Friday, November 04, 2011

Thank God for the Renegade

During the American Revolution, a great portion of the population were Tories and remained loyal to King George. But when it was safely over, they celebrated July Fourth with everyone else.

This was true later in the the Texas Revolution. In the days leading up to the revolution, William Travis, Sam Houston, and the rest were denounced by many Texians as hot-heads, crackpots, and renegades. If they’d had the term “conspiracy theorist” in those days, they would probably have used that one too.

Then Santa Anna marched on Texas, slaughtered hundreds of men at the Alamo and Goliad—and when the dust and smoke had cleared, and Texas was free, these ex-Tories named cities and counties and schools after the very patriots they had previously condemned.

When I was growing up in North Texas, decades ago, nearly all the people around me—the adults, people I was supposed to respect—supported two things: Segregation and the Vietnam War. They thought these things were good and right and ordained by God, and they looked with contempt on those who sought to end racial injustice and the war.

I remember how they laughed when civil rights demonstrators were fire-hosed in the streets of Birmingham. “That’ll teach those niggers,” one man said in the barber shop one day. “And if that don’t do it, a bullet in the head’ll do the trick.” And every man in the barber shop knodded and grunted with agreement.

And I remember how they lauded Lt. Calley as a hero, and spoke approvingly of the My Lai massacre, and how when four students were gunned down at an anti-war demonstration at Kent State University, they spoke approvingly of the National Guard and Nixon, and said, “Those draft-dodging hippie queers deserved it.”

And now surfaces another memory, something more personal, and so painful that for a long time I didn’t like to remember it. And still don’t, really. But here it is …

Shortly after the Kent State killings, a woman walked into my father’s newspaper office, almost doubled over in laughter. She had just seen the funniest thing on the news: a large group of construction workers, 200 strong, had broken up an anti-war demonstration on Wall Street. With great relish, she described how the “hard hats” (as they became known) “grabbed those hippies by their long hair and beat the tar out of them …”

“And as soon as they’d beat up one bunch,” she cackled, “they’d go back and beat up some more!”

Everyone in the office was laughing and lauding the “hard hats” as heroes, including my father. Everyone except me.

To fully appreciate what happened next, you must understand that I was 16, painfully shy, and totally lacking in self-confidence. I had never openly expressed an opinion contrary to my father’s, nor had I ever spoken to an adult with anything less than respect.

But, on this day, as I sat there listening to this woman and everyone laugh and laugh, my throat began to tighten. And suddenly—to everyone’s surprise, including my own—I jumped up from my desk and screamed, “That’s not funny! They’re not heroes! They’re just bullies and creeps!”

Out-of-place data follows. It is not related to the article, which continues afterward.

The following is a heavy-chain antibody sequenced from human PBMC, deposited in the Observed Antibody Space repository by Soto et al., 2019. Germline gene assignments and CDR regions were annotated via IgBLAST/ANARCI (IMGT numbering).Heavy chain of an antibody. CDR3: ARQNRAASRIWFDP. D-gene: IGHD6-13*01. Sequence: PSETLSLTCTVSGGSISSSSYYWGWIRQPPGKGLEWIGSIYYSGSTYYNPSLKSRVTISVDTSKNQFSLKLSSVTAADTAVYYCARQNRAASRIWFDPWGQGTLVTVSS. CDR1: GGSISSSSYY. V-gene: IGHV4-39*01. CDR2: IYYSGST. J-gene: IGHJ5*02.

Today, I would give a better, more articulate, speech, but at 16 that was the best I could manage. Oh, how often I've wished I could go back in time and revise that speech, but it’s too late now ...

At any rate, articulate or not, the speech had its effect. The office went silent, and everyone—there were several people present, the woman, my father, the girl who worked the front desk, a city councilman, and two or three others I don’t remember—they all turned and stared at me in horror.

I was horrified too, mortified by what I had just said. I bolted from the front office and ran back to the darkroom. And locked the door. I knew I was in Big Trouble.

I sat there a long time, ashamed of myself, and crying. Any moment my father was going to appear, and it would not be a pretty sight.

After a long time, the door knob turned. But the latch kept the door from opening. This was followed by a light knocking. On the other side of the door, I heard my father say, “Mack?”

It was no use trying to avoid him. Sooner or later I would have to face the consequences. Sick with dread, I got up and let him in.

“Sit down,” he said.

I sat back down on the stool.

“Are you okay?” he asked.

I was too choked up too reply.

He put his hand on my shoulder. Which made me cry harder, I think, than if he had taken off his belt. I managed to choke out the words, “You’re not mad at me?”

He was silent for a long time. “Oh I’m mad at you all right,” he said. “That outburst of yours happened in front of one of our best advertisers.”

I buried my face in my hands, wanting to die.

“But,” he said, taking a deep breath, “I’ll say this. You stood up for what you believe in, and I guess I respect that.”

Then he walked away.

My father didn’t magically transform from a Hawk into a Dove that day. He continued to support the war, at least for a while. Then, as I got closer to draft age, his support for the war began to waver. One night shortly before my 18th birthday, he said, “If worse comes to worst, we’ll send you to Canada.”

As it worked out, I didn’t have to go to Canada. The draft ended before my lottery number came up, and shortly afterwards the war itself ended.

My father’s opinion changed, yes, but most of the older people I knew—the Silent Majority, as Nixon called them—supported the war till the bitter end. But, when the war was over and South Vietnam had fallen to the North, you could not find a one of them who had ever supported it.

“I always knew that war was bad,” one of them said later. “Knew it from the start. We never should’ve got into it.”

As Mark Twain wrote, “In the beginning of a change the patriot is a scarce man, and brave, and hated and scorned. When his cause succeeds, the timid join him, for then it costs nothing to be a patriot …”